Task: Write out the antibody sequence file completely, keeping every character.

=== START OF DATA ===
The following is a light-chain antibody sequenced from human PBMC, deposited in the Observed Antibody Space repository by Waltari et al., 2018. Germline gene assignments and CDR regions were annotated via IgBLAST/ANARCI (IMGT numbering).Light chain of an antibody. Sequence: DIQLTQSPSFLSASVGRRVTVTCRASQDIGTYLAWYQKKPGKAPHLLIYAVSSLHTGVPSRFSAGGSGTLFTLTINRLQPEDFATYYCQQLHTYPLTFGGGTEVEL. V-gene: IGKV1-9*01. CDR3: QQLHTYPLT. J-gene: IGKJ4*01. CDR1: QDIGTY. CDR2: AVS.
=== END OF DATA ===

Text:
The following is a light-chain antibody sequenced from human PBMC, deposited in the Observed Antibody Space repository by Waltari et al., 2018. Germline gene assignments and CDR regions were annotated via IgBLAST/ANARCI (IMGT numbering).Light chain of an antibody. Sequence: DIQLTQSPSFLSASVGRRVTVTCRASQDIGTYLAWYQKKPGKAPHLLIYAVSSLHTGVPSRFSAGGSGTLFTLTINRLQPEDFATYYCQQLHTYPLTFGGGTEVEL. V-gene: IGKV1-9*01. CDR3: QQLHTYPLT. J-gene: IGKJ4*01. CDR1: QDIGTY. CDR2: AVS.